For the past week my right big toe has been in varying stages of infection. When this happens, I leave it alone, and usually it resolves itself in a few days.
By Friday, however, it was clearly demanding attention. It was and is red, hot, swollen, and tender. There seemed to be two options: amputation or antibiotics. Despite temptation, I opted to start with the latter supplemented with an antibiotic bandage.
Last night when J. and I returned from Whole Foods, I took my shoes and socks off first thing—and spotted blood on the bandage.
"Hmmm," I said, "where did that come from?"
"What?" J. said, focused on checking his mail using my DSL connection.
"Blood," I said, removing the bandage carefully. Usually my toe doesn't bleed. "Oh," he said. Nothing ruffles him when he's focused, although spurting blood might get his attention.
I peered at the bandage. I took off my glasses and peered more closely at the bandage flecked with red and at the toe, which was still red, hot, swollen, and tender, but which was definitely not bleeding.
Then it hit me what the "blood" was.
"Hmmm, never mind, it's the fuzz from my red socks," I said. "Hmmm," he said.
I may be more imaginative than intelligent, but at least I'm methodical.
Which brings me to tomorrow.
As far as I know, I'm signed up for a class on CPR/AED (automated external defibrillator). This should prove interesting, because this is the kind of practical, useful information and work for which I am ill suited. In a society where every pair of hands is needed to do something productive, like cooking, sewing, or crafting, I would be voted off the island immediately.
I'm reminded of my Girl Scout days, probably at least 35 years ago. One day, probably on a Sunday afternoon, I found myself in what I think was a community center or church in a neighboring town, participating in a first-aid class. The atmosphere of the place, which with its folding chairs and whitewashed walls and echoes of spaghetti dinners was perfectly ordinary and even institutional, combined with the dreariness of the day seemed to inspire my imagination with an impossible-to-describe feeling of both homeliness and novelty. Places that were new to me always left me feeling strange, probably because I did not get to go to many of them.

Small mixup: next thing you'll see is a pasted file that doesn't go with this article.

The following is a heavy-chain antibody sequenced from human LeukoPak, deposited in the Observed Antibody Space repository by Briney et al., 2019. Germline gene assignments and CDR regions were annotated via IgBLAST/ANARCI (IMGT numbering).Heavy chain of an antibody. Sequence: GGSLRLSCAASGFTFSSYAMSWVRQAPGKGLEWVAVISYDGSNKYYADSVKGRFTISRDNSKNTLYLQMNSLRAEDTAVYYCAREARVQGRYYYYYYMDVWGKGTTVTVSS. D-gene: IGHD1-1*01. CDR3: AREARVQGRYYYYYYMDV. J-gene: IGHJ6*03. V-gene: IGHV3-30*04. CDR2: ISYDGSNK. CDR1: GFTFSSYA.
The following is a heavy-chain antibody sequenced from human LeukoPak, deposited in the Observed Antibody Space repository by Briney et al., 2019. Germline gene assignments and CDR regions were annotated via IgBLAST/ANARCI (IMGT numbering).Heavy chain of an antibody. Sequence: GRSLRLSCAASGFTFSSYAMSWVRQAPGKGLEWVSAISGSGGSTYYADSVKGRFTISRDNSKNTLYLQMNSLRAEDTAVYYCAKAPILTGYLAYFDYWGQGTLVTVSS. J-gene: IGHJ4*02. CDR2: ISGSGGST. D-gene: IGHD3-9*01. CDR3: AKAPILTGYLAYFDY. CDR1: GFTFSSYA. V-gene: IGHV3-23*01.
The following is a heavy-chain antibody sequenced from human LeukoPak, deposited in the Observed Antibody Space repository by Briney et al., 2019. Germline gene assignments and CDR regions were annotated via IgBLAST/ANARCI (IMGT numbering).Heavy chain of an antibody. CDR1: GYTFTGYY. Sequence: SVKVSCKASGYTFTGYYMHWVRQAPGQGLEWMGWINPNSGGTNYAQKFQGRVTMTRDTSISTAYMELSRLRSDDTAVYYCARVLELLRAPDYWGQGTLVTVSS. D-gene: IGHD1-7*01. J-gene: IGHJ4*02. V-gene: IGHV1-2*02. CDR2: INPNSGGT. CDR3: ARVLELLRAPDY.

All I remember of the class is demonstrating our newly acquired skills on an adult dummy and a baby doll.
There was one other thing. I came away thinking that tourniquets were bad, a very last resort, because they meant amputation. This impression was so strong that I had it for years, until I was older, less imaginative, and more knowledgeable, when I finally understood the purpose and use of a tourniquet and that limbs didn't fall simply because one had been used.
While this is step one of enlightenment, it doesn't mean I could ever learn to apply one.
I think of one of my Girl Scout friends, an eminently practical girl who undoubtedly breezed through the program and who used to wonder occasionally how someone so "smart" could be so stupid, and who still seems to feel the same way about me. I suspect she is not alone.
And I think of the idealist protagonist of Anne of Green Gables, whose daydreaming inattention to food storage led to a mouse drowning in the pudding, to her foster mother's chagrin. I can see Anne, ever the dramatist, mistaking red fuzz for blood (and citing an appropriate poem for the occasion) and envisioning amputation while bypassing the reason.
Thirty years of adult life and loneliness have stifled some, perhaps much, of my imagination and my tendency to skip the details and to react before thinking, and out of necessity made me a little more pragmatic and practical. The cares of adulthood seem to be the enemy of imagination. We don't have the time or the luxury not to be practical, efficient, and responsible—all things that sap the joy out of living.
I miss that Girl Scout, who was both bright and stupid and who frustrated everyone with a practical nature.
And I could use a friend like Anne.